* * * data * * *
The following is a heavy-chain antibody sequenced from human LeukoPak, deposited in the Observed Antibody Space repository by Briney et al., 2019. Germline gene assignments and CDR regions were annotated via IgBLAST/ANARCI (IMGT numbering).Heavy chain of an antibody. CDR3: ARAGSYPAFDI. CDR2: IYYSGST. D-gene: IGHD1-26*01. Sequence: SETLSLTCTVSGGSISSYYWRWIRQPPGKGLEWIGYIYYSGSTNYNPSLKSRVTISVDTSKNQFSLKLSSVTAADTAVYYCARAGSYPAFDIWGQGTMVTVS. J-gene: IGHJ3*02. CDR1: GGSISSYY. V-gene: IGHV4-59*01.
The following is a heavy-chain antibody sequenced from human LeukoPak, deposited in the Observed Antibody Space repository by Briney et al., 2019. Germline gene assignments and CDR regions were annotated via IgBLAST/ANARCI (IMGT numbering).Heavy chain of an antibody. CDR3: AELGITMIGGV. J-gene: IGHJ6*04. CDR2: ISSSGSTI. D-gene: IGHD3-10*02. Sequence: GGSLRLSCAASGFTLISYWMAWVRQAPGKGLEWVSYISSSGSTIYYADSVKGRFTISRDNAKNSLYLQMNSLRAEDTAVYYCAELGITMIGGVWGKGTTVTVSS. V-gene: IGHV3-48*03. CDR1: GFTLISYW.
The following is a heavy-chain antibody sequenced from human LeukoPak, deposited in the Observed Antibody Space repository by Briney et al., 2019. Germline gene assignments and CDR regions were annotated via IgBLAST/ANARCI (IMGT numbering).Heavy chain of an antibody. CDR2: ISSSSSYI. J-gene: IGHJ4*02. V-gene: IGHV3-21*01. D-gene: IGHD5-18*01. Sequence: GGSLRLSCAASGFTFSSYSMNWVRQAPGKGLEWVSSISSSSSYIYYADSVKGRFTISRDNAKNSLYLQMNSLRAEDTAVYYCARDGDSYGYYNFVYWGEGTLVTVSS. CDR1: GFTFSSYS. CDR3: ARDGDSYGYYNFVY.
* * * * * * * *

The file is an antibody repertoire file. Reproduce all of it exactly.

The following is a heavy-chain antibody sequenced from human LeukoPak, deposited in the Observed Antibody Space repository by Briney et al., 2019. Germline gene assignments and CDR regions were annotated via IgBLAST/ANARCI (IMGT numbering).Heavy chain of an antibody. CDR3: ARAGSYPAFDI. CDR2: IYYSGST. D-gene: IGHD1-26*01. Sequence: SETLSLTCTVSGGSISSYYWRWIRQPPGKGLEWIGYIYYSGSTNYNPSLKSRVTISVDTSKNQFSLKLSSVTAADTAVYYCARAGSYPAFDIWGQGTMVTVS. J-gene: IGHJ3*02. CDR1: GGSISSYY. V-gene: IGHV4-59*01.
The following is a heavy-chain antibody sequenced from human LeukoPak, deposited in the Observed Antibody Space repository by Briney et al., 2019. Germline gene assignments and CDR regions were annotated via IgBLAST/ANARCI (IMGT numbering).Heavy chain of an antibody. CDR3: AELGITMIGGV. J-gene: IGHJ6*04. CDR2: ISSSGSTI. D-gene: IGHD3-10*02. Sequence: GGSLRLSCAASGFTLISYWMAWVRQAPGKGLEWVSYISSSGSTIYYADSVKGRFTISRDNAKNSLYLQMNSLRAEDTAVYYCAELGITMIGGVWGKGTTVTVSS. V-gene: IGHV3-48*03. CDR1: GFTLISYW.
The following is a heavy-chain antibody sequenced from human LeukoPak, deposited in the Observed Antibody Space repository by Briney et al., 2019. Germline gene assignments and CDR regions were annotated via IgBLAST/ANARCI (IMGT numbering).Heavy chain of an antibody. CDR2: ISSSSSYI. J-gene: IGHJ4*02. V-gene: IGHV3-21*01. D-gene: IGHD5-18*01. Sequence: GGSLRLSCAASGFTFSSYSMNWVRQAPGKGLEWVSSISSSSSYIYYADSVKGRFTISRDNAKNSLYLQMNSLRAEDTAVYYCARDGDSYGYYNFVYWGEGTLVTVSS. CDR1: GFTFSSYS. CDR3: ARDGDSYGYYNFVY.